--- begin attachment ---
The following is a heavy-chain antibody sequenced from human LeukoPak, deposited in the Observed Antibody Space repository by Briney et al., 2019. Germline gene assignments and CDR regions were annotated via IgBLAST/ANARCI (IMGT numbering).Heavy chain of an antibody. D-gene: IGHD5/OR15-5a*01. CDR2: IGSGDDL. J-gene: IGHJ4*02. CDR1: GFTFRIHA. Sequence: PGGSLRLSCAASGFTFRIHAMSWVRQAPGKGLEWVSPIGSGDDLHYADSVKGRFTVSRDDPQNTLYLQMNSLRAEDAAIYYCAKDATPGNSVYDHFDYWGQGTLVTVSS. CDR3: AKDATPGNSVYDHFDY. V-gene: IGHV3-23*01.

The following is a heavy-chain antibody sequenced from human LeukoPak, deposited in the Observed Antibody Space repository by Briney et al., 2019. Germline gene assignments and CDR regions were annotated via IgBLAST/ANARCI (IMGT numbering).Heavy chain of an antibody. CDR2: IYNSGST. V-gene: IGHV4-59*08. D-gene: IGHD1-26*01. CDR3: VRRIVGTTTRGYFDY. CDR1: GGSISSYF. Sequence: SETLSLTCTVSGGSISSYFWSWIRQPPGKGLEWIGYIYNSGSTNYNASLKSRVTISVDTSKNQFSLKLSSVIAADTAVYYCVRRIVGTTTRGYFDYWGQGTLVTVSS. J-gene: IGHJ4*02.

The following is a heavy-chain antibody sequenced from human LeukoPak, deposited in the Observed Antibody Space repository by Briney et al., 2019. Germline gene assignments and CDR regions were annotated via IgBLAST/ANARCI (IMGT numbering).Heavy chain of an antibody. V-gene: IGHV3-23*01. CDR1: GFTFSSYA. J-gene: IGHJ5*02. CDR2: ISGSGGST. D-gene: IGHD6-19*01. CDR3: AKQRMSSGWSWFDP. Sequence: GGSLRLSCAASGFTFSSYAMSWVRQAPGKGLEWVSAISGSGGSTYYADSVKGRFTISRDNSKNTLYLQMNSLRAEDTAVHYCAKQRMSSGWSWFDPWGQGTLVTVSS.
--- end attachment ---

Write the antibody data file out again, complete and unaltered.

The following is a heavy-chain antibody sequenced from human LeukoPak, deposited in the Observed Antibody Space repository by Briney et al., 2019. Germline gene assignments and CDR regions were annotated via IgBLAST/ANARCI (IMGT numbering).Heavy chain of an antibody. D-gene: IGHD5/OR15-5a*01. CDR2: IGSGDDL. J-gene: IGHJ4*02. CDR1: GFTFRIHA. Sequence: PGGSLRLSCAASGFTFRIHAMSWVRQAPGKGLEWVSPIGSGDDLHYADSVKGRFTVSRDDPQNTLYLQMNSLRAEDAAIYYCAKDATPGNSVYDHFDYWGQGTLVTVSS. CDR3: AKDATPGNSVYDHFDY. V-gene: IGHV3-23*01.

The following is a heavy-chain antibody sequenced from human LeukoPak, deposited in the Observed Antibody Space repository by Briney et al., 2019. Germline gene assignments and CDR regions were annotated via IgBLAST/ANARCI (IMGT numbering).Heavy chain of an antibody. CDR2: IYNSGST. V-gene: IGHV4-59*08. D-gene: IGHD1-26*01. CDR3: VRRIVGTTTRGYFDY. CDR1: GGSISSYF. Sequence: SETLSLTCTVSGGSISSYFWSWIRQPPGKGLEWIGYIYNSGSTNYNASLKSRVTISVDTSKNQFSLKLSSVIAADTAVYYCVRRIVGTTTRGYFDYWGQGTLVTVSS. J-gene: IGHJ4*02.

The following is a heavy-chain antibody sequenced from human LeukoPak, deposited in the Observed Antibody Space repository by Briney et al., 2019. Germline gene assignments and CDR regions were annotated via IgBLAST/ANARCI (IMGT numbering).Heavy chain of an antibody. V-gene: IGHV3-23*01. CDR1: GFTFSSYA. J-gene: IGHJ5*02. CDR2: ISGSGGST. D-gene: IGHD6-19*01. CDR3: AKQRMSSGWSWFDP. Sequence: GGSLRLSCAASGFTFSSYAMSWVRQAPGKGLEWVSAISGSGGSTYYADSVKGRFTISRDNSKNTLYLQMNSLRAEDTAVHYCAKQRMSSGWSWFDPWGQGTLVTVSS.